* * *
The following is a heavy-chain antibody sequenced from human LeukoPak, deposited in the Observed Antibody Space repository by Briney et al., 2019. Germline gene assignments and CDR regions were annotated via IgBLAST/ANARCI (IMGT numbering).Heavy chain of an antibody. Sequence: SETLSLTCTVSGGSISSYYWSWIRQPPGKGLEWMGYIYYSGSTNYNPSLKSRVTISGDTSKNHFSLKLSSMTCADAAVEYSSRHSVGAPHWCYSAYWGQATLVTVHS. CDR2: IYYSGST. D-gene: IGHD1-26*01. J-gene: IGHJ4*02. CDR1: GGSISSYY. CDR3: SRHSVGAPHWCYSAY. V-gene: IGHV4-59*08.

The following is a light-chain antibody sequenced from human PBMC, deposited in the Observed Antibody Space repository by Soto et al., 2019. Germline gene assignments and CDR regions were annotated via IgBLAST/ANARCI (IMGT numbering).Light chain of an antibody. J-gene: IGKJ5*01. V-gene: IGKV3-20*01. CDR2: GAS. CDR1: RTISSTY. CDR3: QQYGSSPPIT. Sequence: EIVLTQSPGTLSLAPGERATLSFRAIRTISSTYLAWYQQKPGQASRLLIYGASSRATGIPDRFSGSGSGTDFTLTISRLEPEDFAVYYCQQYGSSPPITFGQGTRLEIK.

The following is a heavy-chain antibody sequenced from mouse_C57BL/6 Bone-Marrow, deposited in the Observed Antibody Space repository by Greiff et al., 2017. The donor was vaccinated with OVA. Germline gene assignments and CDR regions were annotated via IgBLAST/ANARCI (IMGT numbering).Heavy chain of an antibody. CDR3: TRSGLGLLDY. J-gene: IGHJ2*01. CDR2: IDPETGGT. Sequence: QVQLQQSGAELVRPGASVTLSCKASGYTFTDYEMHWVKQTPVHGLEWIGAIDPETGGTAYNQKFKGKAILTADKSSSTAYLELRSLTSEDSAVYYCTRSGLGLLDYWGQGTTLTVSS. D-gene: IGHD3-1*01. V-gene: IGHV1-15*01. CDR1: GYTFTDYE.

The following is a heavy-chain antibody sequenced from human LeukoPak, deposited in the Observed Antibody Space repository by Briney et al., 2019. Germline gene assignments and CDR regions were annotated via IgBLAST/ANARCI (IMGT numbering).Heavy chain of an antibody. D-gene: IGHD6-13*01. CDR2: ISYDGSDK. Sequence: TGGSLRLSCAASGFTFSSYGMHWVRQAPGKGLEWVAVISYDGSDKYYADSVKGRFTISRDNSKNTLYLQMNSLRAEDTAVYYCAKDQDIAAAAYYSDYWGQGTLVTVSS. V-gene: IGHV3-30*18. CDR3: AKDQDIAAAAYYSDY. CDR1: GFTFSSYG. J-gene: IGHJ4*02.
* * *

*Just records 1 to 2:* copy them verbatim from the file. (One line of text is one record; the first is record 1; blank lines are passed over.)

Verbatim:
The following is a heavy-chain antibody sequenced from human LeukoPak, deposited in the Observed Antibody Space repository by Briney et al., 2019. Germline gene assignments and CDR regions were annotated via IgBLAST/ANARCI (IMGT numbering).Heavy chain of an antibody. Sequence: SETLSLTCTVSGGSISSYYWSWIRQPPGKGLEWMGYIYYSGSTNYNPSLKSRVTISGDTSKNHFSLKLSSMTCADAAVEYSSRHSVGAPHWCYSAYWGQATLVTVHS. CDR2: IYYSGST. D-gene: IGHD1-26*01. J-gene: IGHJ4*02. CDR1: GGSISSYY. CDR3: SRHSVGAPHWCYSAY. V-gene: IGHV4-59*08.

The following is a light-chain antibody sequenced from human PBMC, deposited in the Observed Antibody Space repository by Soto et al., 2019. Germline gene assignments and CDR regions were annotated via IgBLAST/ANARCI (IMGT numbering).Light chain of an antibody. J-gene: IGKJ5*01. V-gene: IGKV3-20*01. CDR2: GAS. CDR1: RTISSTY. CDR3: QQYGSSPPIT. Sequence: EIVLTQSPGTLSLAPGERATLSFRAIRTISSTYLAWYQQKPGQASRLLIYGASSRATGIPDRFSGSGSGTDFTLTISRLEPEDFAVYYCQQYGSSPPITFGQGTRLEIK.